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CITY OF TORONTO HIGH PARK PAGE 

 

TO RECEIVE EMAILS about High Park nature and stewardship events, contact mail@highparknature.org

TO VOLUNTEER contact stewards@highparknature.org or just come to an event

 

HIGH PARK NATURE

 

HIGH PARK STEWARDS

    

 

HIGH PARK NATURE is a joint project of the High Park Natural Environment Committee and High Park Stewards. We welcome your feedback, suggestions, articles and photos. Please contact us at mail@highparknature.org

ABOUT THE PHOTOS: Most of the photos on this site were contributed by local photographers and taken in High Park. Please do not copy or reproduce them without permission. If you would like to contribute photos (low resolution) for this website, please contact us at mail@highparknature.org

  HPNature is a member of Ontario's Nature Network


Custodians:

High Park Nature 

A B O U T   H I G H    P A R K

 
 

Welcome to High Park, one of Toronto's most significant natural sites!

High Park is home to one of North America's most endangered habitats: Black Oak Savannah – a remnant of the sand prairie systems that once covered much of southern Ontario. Majestic black oaks tower over tallgrass prairie plants like big bluestem grass, butterfly milkweed and wild lupine.

High Park is a perfect place to explore nature right in the city! It's remarkable how many different species of birds, mammals, insects and plants you can discover. Take a walk along the park's nature trails or visit its ponds and creeks, and watch quietly for wildlife.

The park's natural features are both precious and vulnerable. Please treat them with respect. Let's all do our part to help the park's plants and wildlife continue to flourish, so future generations of visitors will be able to enjoy the wonderful legacy John and Jemima Howard have passed along to our care.


 

Park History

In 1873 the Howards deeded their property (165 acres purchased in 1836) to the city under the condition that it must be left in its natural state as far as possible, must remain free in perpetuity to Toronto citizens and must always be called High Park. With additional property added it is now 399 acres. Recreation facilities were added in the 1960s, accelerating the decline of the natural preserve envisioned by the Howards.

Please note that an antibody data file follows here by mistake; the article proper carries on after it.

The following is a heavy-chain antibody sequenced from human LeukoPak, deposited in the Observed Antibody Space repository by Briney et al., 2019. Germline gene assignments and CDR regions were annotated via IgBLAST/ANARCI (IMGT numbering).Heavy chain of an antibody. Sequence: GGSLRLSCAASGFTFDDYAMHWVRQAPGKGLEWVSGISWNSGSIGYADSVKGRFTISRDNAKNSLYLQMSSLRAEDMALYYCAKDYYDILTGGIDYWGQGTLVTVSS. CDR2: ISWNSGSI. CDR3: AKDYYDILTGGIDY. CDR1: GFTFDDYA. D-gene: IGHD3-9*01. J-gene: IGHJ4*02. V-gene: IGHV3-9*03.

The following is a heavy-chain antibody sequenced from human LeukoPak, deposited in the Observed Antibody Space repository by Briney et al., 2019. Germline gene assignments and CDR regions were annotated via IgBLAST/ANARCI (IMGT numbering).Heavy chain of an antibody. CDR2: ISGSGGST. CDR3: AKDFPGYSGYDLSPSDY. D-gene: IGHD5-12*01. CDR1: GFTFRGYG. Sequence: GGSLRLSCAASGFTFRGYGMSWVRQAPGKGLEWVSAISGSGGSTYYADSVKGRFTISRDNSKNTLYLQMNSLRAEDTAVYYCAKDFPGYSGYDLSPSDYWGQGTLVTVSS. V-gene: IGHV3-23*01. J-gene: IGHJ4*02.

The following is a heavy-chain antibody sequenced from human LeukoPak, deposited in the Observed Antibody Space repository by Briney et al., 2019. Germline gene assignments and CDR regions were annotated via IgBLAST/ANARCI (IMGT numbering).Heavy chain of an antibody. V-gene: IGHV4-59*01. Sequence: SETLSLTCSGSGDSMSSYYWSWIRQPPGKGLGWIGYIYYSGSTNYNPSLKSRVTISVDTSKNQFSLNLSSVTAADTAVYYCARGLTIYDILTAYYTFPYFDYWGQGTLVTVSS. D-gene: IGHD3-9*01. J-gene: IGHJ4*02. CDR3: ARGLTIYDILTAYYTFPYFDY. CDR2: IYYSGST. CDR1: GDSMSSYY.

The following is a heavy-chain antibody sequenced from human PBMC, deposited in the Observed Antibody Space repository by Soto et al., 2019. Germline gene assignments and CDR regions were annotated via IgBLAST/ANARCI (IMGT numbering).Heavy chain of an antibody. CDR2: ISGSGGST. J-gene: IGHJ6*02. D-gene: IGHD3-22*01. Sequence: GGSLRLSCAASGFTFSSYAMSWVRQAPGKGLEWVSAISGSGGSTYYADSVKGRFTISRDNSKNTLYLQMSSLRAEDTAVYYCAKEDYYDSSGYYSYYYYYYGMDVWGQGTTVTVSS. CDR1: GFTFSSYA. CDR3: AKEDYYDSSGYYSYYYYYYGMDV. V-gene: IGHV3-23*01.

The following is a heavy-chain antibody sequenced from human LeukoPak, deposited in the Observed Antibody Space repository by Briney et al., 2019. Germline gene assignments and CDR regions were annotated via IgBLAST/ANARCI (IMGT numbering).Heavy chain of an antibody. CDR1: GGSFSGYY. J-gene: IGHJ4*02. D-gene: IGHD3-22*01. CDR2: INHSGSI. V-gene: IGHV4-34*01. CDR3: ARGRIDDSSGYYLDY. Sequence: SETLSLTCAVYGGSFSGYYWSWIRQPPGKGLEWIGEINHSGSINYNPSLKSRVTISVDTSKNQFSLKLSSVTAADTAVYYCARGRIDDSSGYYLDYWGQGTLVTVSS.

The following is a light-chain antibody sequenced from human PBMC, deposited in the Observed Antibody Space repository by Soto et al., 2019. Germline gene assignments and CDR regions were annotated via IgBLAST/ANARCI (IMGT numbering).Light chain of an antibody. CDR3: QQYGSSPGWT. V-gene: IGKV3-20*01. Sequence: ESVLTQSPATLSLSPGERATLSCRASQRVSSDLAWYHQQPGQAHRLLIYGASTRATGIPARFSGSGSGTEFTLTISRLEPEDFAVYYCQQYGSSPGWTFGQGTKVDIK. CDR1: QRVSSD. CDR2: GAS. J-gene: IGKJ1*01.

Black Oak Savannah Restoration

In 1976 after noticing the decline of the natural areas and the lack of regeneration of Black Oak trees in this significantly rare habitat, the Ministry of Natural Resources began doing botanical inventories and prepared a restoration plan. In addition to plants that were not threatened they found 99 significant plant species with 86 locally, 9 regionally and 44 provincially rare species. It is a nationally rare vegetation community and a host to many species of wildlife.

In 1989, the Province of Ontario declared 73 ha (130 acres) of High Park as an ANSI (Area of Natural and Scientific Interest). In the early 1990s native plant propagation began in the High Park Greenhouses.

In 2015 the Toronto Official Plan was amended to protect even more of High Park (a total of 83.25 ha – just over half of the entire park) as an Environmentally Sensitive Area (ESA).

The Oak Savannah consists of open parkland containing scattered trees and shrubs surrounded by grasses and wildflowers adapted to the sandy soil and hot and dry conditions. Less than 1% of tallgrass ecosystems remain in North America.

 
 

More High Park facts & figures

To explore this website:

This website is a project of High Park Nature:

High Park Nature is a joint initiative of the High Park Stewards and the High Park Natural Environment Committee. We are dedicated to educating and informing park users and Toronto residents about High Park's unique natural heritage and the steps being taken to protect and restore it for present and future generations


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Content last modified on January 04, 2017, at 09:52 PM EST